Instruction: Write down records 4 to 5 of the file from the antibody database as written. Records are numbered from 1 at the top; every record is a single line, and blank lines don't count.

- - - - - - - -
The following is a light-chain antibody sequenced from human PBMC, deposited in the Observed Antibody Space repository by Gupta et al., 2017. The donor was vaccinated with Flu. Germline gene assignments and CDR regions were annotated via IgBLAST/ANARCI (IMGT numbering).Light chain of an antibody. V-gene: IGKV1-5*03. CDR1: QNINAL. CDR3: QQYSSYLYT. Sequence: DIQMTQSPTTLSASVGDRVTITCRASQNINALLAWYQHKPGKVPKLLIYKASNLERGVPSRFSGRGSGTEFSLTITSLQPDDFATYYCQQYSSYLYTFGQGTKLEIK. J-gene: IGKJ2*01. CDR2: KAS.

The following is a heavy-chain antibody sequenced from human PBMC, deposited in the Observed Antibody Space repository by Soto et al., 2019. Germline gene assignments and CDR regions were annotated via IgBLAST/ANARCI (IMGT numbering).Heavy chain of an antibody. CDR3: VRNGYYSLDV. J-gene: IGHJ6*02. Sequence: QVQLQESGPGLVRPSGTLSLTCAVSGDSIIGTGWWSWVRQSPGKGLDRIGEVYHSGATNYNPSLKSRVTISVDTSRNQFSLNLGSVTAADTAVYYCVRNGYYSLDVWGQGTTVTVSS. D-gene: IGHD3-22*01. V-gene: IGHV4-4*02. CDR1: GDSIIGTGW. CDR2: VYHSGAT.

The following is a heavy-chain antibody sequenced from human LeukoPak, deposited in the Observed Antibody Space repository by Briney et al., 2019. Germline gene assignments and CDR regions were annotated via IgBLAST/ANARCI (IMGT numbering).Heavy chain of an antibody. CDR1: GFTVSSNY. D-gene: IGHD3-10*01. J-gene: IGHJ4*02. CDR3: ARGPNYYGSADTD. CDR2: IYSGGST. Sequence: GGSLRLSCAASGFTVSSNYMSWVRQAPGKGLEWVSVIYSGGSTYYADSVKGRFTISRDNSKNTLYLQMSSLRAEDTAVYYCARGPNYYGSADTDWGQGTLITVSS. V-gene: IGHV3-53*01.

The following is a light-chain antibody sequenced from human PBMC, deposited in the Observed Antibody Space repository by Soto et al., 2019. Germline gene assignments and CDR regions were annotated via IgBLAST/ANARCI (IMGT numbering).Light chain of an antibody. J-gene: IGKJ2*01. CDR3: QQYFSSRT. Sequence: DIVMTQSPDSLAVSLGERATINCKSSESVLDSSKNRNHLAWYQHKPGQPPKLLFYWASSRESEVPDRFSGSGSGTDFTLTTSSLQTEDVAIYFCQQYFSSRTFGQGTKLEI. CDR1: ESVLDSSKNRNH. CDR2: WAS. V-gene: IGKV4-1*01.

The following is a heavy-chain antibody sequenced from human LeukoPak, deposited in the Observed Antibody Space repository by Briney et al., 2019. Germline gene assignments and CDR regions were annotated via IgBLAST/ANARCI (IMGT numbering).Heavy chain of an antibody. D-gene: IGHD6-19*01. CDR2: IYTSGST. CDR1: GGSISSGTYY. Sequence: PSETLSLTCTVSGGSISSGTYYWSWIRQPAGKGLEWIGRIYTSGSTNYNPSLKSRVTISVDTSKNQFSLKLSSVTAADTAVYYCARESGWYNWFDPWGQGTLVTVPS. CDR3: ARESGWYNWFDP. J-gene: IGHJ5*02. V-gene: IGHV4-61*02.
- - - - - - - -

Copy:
The following is a light-chain antibody sequenced from human PBMC, deposited in the Observed Antibody Space repository by Soto et al., 2019. Germline gene assignments and CDR regions were annotated via IgBLAST/ANARCI (IMGT numbering).Light chain of an antibody. J-gene: IGKJ2*01. CDR3: QQYFSSRT. Sequence: DIVMTQSPDSLAVSLGERATINCKSSESVLDSSKNRNHLAWYQHKPGQPPKLLFYWASSRESEVPDRFSGSGSGTDFTLTTSSLQTEDVAIYFCQQYFSSRTFGQGTKLEI. CDR1: ESVLDSSKNRNH. CDR2: WAS. V-gene: IGKV4-1*01.

The following is a heavy-chain antibody sequenced from human LeukoPak, deposited in the Observed Antibody Space repository by Briney et al., 2019. Germline gene assignments and CDR regions were annotated via IgBLAST/ANARCI (IMGT numbering).Heavy chain of an antibody. D-gene: IGHD6-19*01. CDR2: IYTSGST. CDR1: GGSISSGTYY. Sequence: PSETLSLTCTVSGGSISSGTYYWSWIRQPAGKGLEWIGRIYTSGSTNYNPSLKSRVTISVDTSKNQFSLKLSSVTAADTAVYYCARESGWYNWFDPWGQGTLVTVPS. CDR3: ARESGWYNWFDP. J-gene: IGHJ5*02. V-gene: IGHV4-61*02.